The concept of fair taxation is pretty simple and is accepted by democracies around the world. People should pay according to their means. Rich people should pay a higher tax rate than poor people. Income tax achieves this by having progressively higher marginal tax rates.
Sales tax, a consumption tax, is the opposite of progressive taxation: it is regressive. While everyone pays the same sales tax rate, poorer people tend to spend a higher percentage of their income on taxable goods than richer people, meaning that poor people pay more tax relative to their income.
That was the reason I opposed the GST nearly 20 years ago when Brian Mulroney dumped it on us. At the time, his spin doctors muddied the water by saying that the GST was replacing the manufacturer's sale tax and so would be revenue neutral, but that turned out to be a big lie. The GST has been a gigantic regressive tax.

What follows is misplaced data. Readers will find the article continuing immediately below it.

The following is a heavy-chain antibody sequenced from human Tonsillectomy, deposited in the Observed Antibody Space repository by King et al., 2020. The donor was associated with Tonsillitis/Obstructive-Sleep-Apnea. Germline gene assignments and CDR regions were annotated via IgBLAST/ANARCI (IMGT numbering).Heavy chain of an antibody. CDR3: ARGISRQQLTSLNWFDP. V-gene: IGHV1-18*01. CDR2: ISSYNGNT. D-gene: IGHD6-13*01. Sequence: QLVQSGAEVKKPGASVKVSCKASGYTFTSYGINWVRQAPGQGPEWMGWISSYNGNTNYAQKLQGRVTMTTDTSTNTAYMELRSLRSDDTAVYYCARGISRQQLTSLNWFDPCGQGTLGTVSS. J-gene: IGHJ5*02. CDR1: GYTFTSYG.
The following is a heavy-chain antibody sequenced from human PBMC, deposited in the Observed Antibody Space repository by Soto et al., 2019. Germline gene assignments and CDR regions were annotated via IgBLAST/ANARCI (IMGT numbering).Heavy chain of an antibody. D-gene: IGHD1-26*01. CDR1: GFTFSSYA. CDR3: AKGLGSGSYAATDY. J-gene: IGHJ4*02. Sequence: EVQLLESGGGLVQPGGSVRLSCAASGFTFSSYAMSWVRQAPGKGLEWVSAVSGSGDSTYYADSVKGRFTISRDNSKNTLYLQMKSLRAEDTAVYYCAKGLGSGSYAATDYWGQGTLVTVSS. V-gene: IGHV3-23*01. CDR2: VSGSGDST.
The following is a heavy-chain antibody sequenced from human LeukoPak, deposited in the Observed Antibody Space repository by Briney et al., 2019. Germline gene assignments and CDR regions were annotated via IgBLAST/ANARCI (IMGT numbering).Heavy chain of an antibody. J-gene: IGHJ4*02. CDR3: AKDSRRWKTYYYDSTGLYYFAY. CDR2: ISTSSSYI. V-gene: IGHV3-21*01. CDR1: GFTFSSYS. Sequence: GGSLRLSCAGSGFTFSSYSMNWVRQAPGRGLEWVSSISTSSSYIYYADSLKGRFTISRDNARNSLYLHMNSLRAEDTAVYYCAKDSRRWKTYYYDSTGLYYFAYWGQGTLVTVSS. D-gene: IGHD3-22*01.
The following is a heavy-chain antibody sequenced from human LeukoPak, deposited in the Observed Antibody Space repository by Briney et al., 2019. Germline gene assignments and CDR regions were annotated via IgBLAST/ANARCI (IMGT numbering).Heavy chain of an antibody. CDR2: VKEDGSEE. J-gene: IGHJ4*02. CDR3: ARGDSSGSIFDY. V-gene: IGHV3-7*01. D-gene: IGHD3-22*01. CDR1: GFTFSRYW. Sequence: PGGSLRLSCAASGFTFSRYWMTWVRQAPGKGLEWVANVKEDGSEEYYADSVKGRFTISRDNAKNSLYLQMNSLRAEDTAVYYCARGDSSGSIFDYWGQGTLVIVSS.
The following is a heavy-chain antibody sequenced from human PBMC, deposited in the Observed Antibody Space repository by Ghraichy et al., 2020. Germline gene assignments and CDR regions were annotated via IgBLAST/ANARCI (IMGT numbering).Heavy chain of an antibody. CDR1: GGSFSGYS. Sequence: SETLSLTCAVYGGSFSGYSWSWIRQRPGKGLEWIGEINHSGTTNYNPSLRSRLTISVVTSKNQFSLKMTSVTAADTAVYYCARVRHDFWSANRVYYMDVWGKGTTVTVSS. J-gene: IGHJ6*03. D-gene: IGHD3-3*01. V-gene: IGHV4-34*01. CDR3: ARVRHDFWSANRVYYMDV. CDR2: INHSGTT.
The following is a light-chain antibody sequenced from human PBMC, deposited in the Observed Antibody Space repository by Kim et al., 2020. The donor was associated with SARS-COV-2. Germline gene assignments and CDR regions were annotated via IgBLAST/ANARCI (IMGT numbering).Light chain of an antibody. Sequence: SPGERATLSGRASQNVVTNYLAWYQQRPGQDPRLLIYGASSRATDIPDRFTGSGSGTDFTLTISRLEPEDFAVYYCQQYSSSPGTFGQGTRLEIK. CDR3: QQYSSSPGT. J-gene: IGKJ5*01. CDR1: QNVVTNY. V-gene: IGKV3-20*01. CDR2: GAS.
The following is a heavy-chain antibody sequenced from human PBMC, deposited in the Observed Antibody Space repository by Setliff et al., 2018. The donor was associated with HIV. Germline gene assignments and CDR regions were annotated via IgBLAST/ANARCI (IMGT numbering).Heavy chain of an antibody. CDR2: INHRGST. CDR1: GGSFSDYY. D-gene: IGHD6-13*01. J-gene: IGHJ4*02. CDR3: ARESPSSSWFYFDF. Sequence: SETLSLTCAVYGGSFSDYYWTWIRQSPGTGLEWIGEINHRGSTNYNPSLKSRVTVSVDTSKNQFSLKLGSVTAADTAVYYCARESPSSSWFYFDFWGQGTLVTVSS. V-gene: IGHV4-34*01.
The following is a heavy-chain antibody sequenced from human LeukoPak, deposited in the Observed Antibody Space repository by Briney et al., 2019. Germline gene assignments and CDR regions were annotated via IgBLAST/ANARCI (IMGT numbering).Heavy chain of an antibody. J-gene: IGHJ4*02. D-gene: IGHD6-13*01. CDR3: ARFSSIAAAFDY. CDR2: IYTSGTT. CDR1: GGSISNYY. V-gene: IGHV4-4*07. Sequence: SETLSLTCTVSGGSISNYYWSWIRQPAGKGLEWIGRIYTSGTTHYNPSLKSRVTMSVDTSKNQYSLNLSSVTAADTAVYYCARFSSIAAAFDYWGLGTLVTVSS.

We need to reduce the GST to make taxation more fair. It's not very sexy, but reducing the GST is sound public policy.
Unfortunately, I doubt that Stephen Harper is going to take the next step in tax reform and add another tax bracket at the upper end of income (along with a higher top tax rate). He's probably not going to reverse the downloading of expenses to provincial and municipal governments. He's probably not going to reduce the percentage of government revenue that comes from sales tax and property tax, and increase the percentage that comes from income tax. Nor will he review the capital gains tax that hugely reduces taxes for the rich. That's the sort of policy that we Liberals should be talking about, rather than blindly proposing the opposite of whatever Stephen Harper proposes.